Thursday, May 31, 2012

Farming the Madding Crowd -- 23andMe announces its first patent

The direct-to-consumer DNA genotyping company, 23andMe, announced on Monday that it was soon to receive its first patent, one that it had applied for in 2010 (that patent application is here).  It has to do with genetic polymorphisms associated with Parkinson's disease (PD), and, while we're not patent lawyers by any means, the application seems to cover genetic variants and testing.  This announcement is a surprise to many, including many of its customers (indeed, the consent form says nothing about possible patents), in part because the company has come out against gene patenting in the past.

Ken and I have had issues all along with the scientific merit of what these companies are selling (see this post and this one, e.g.).  And we're by far not the only ones.  Much of what they report back to consumers are things the consumers already know (e.g., hair color, freckles), and the estimates of most disease risk, which they also report, just aren't ready for prime time for all sorts of reasons that we and others have commented amply upon.  So, while it may be fun for people to know their genotypes, and sometimes their ancestry estimates, the information is generally not very useful clinically.  And apparently it's not just for public edification or recreation: it is run by Google money, after all.  We believe it's unethical for any of these companies to be selling disease risk, no matter how many caveats they include, and this is before considering the profit motive in patenting what they have found apparently on the backs of their customers.

How does 23andMe work?  You spit in a tube and send it to the company along with your payment, and they genotype you at selected sites and then give you full access to that data, with some explanation.  If you want to take part in the research the company does then you can choose to answer surveys about lifestyle or other risk factors, which is your consent for them to throw that information and your genetic data into their research pool. The company says that most of their customers have chosen to do this, but at the same time, it seems that none of their customers were told that gene patents might result.

Gene patenting has been controversial since the first one was applied for, in part because it is difficult to know how to apply the generic wording on patents in the Constitution to the molecular age. Basically, patents should cover inventions or discoveries, and while scientists may in fact discover genes, the law now says that they can only be patented if the scientist has also discovered a function for the gene.  That's a law that had to have been written by not-disinterested geneticists!  Legally speaking, the polymorphisms discovered by 23andMe for PD are patentable, but is that really innovation?

But legal or not, many, including us, are still not in favor of gene patenting.  To us, patenting should be not getting to own properties of nature, but for innovating value-added products.  A medical test, that any beginner who works in a genetics lab for a week could replicate, shouldn't be covered.  If the patents were designed to protect against commercialization of naturally occurring genotypes, as NIH once threatened to do, that's a worthy public-domain protectant--against predatory commercial practices--but that's not the idea here.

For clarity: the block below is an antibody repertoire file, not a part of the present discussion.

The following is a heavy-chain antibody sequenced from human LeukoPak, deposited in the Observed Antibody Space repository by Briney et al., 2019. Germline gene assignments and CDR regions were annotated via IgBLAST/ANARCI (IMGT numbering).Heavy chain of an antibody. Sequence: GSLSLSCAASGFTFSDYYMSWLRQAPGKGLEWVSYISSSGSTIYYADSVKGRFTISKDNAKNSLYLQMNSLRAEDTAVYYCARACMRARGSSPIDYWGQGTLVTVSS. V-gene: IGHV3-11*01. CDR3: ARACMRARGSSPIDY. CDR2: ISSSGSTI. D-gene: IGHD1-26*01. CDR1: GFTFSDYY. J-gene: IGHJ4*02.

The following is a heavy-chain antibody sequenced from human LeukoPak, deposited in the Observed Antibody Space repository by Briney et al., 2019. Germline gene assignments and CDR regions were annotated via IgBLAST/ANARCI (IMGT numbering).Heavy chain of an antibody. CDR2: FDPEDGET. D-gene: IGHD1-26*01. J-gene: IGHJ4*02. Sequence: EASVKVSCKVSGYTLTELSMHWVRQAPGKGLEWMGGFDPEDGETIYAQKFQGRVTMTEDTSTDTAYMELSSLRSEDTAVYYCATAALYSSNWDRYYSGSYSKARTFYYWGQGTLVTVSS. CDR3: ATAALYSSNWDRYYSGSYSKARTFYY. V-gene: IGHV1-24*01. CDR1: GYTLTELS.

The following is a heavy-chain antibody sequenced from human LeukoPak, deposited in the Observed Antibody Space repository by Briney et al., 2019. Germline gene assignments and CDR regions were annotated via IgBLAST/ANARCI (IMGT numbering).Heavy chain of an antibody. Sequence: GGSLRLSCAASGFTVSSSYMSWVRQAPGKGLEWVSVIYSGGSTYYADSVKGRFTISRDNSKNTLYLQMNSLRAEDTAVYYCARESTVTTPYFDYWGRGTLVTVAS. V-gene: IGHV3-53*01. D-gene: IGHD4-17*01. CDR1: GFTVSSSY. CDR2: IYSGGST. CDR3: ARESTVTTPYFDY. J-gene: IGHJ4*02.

The gene patenting issue has been endlessly discussed and the discussion is easily accessed online, so we won't repeat the arguments here except to say that our personal concerns are that patenting makes public and often publicly funded information private, for private personal gain.  In addition, it can tie the hands of clinicians who want to be able to offer genetic testing to their patients, it can prohibit others from doing research on a gene of interest and so on, and while we may be a minority we're not in favor of the get rich quick motivation for doing research.  Some "defensive patenting" has been going on (patenting to protect against genetic profiteering), but in our opinion that should not be necessary -- naturally occurring genes should not be patentable, period.  

As if the issue of this 23andMe patent weren't problematic enough, it seems that the company's motivation for focusing on Parkinson's disease is a very personal one.  Apparently the CEO's husband, one of the founders of Google, has been found to have a PD risk allele, and the couple has donated millions of dollars to the Michael J Fox Foundation (which will be one of the beneficiaries of this patent, along with Scripps Research Institute) for research.  Well, fine, but they should have been up front about their personal interest in mining the 23andMe consumer database for PD variants and asked their customers whether they were willing to donate spit, and pay for what turned out to be a PD research 'crowd-funding' project (see our post last week on this idea as related to fairer science funding).  Instead, they appear to have done it surreptitiously, complicating what's already making many 23andMe customers feel misled, if not betrayed (see comments on Twitter for examples--here's a randomly chosen set of them, e.g.). Not to mention that some of the scientists affiliated with this company have had prior apparent interests in ethics, to boot.


Ken Weiss said...